Monday, 27 August 2012

The Irish Abroad- "craics" showing in our good reputation

Traditionally known for our intrinsic love of ‘the craic’, it seems the Irish have recently been gaining notoriety abroad for very different reasons and lacking the one thousand welcomes we so often extend.

An Irish man was arrested and charged last Tuesday in Darwin, Australia, for the drunken assault of a local Politician.

John Elferink had been speaking to camera at the time about the need for tougher laws on alcohol-fuelled violence, which is currently on the rise in their city, when an Irish youth appeared to kick him in the leg.

A video of the altercation has been viewed by thousands online after an uncomfortable tackle to the ground, ended with the politician’s plea to change the laws in Australia’s Northern territory: “so these sorts of morons don’t get an opportunity to do those sorts of things.”

Followed closely behind this incident was the Sydney Morning Herald and Brisbane Times account of the Irish support at Katie Taylor’s matches.

An Aussie journalist used descriptions such as “For centuries, Guinness and whiskey have sent the Irish off their heads. Now all it takes is a petite 26-year-old from Wicklow.”

The crassly-written piece which continued to include both the words “potatoes” and “fighting Irish” was met by an extreme reaction.

Noel White, the Irish Ambassador to Australia and New Zealand, wrote a stern letter of complaint to Fairfax Media.

The Irish Times reported that Mr. White referred to the article as “disappointing” and continued that “references to intoxication and to named drinks are inappropriate and beneath the standard that one expects of Fairfax Media”

However, it is not only down under that the Irish have gathered a bad reputation, here in London The Irish World reported last month that an Irish Landlord was no longer renting rooms in his Cricklewood property to Irish tenants.

The landlord said drunken behaviour by Irish tenants had got so bad it caused widespread problems for other residents.

“I threw out two lads last week but when I came to check the rooms they had stolen all the bed clothes.”

In the same month an “anti-IRA” march took place in Liverpool led by an English Defence League.

The march targeted a local Irish group called the James Larkin society who denied any involvement in IRA activity.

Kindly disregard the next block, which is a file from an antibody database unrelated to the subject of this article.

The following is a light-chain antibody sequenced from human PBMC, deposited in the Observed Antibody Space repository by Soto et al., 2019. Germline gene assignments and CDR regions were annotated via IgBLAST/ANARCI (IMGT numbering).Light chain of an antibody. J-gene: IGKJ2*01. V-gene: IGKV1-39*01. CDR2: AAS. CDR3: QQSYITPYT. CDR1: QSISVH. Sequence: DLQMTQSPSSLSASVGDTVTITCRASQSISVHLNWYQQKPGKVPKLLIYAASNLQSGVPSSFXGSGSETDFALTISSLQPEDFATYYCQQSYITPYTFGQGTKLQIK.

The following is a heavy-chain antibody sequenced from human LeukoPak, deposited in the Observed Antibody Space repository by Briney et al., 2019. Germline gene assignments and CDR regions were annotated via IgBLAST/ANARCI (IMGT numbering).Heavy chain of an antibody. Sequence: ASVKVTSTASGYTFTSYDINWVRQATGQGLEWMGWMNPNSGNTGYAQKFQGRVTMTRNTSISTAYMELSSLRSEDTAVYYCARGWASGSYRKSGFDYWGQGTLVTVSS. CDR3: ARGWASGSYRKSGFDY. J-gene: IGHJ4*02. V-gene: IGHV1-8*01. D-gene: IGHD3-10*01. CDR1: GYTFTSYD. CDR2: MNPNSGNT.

However the more positive stories do not seem to resonate so strongly in our memories.

In a sharp contrast, Ireland received a visit from Poznan’s mayor last month opening an exhibition featuring photos from Euro 2012.

During an open meeting with soccer fans in a bar on Merrion Row, the mayor said:

I am proud that all European fans, especially the ones from Ireland, felt so good and safe in Poznan, and I would like to say big thank you to all of them by bringing those beautiful images of themselves supporting their national colours in Poznan.”

We think it’s safe to say that Poznan’s mayor did not receive any kicks to the shins.

Similarly it was the Irish supporters at this year’s London Games that seemed to make the most notable impression with a report from the Guardian saying: “The roars from the arena were deafening when the score went up: 7-5 to Ireland – that's all of Ireland, not just their representative in the ring. No Irish athlete walks alone.”

Irish boxing fans helped set a new Olympic record for noise levels at Katie Taylor’s quarter-final.

BBC presenter, Hazel Irvine also said: "Welcome to all our friends from Ireland,” while presenting at the games.

These positive examples did not hold the nations attention quite so intently.

An accomplished traveller, Brendan Behan once said
“It's not that the Irish are cynical. It's rather that they have a wonderful lack of respect for everything and everybody.”

However, that particular opinion was most likely aimed at seeking a reaction than any sort of relevance as Behan’s admiration for his Irish natives is hugely evident in his work.

Like any nation, we have our fair share of good and bad. Unfortunately the bad tend to hold passports as well and often are more preoccupied with drunkenly climbing palm trees in Oz then staying under the radar.

The many, and there’s a lot of them, well behaved Irish abroad continue to inspire, impress and delight in all aspects of commerce and culture.

As some very wise Irish Mammy once said (presumably): “It is just as important to focus on the good as it is the bad.”

No comments:

Post a Comment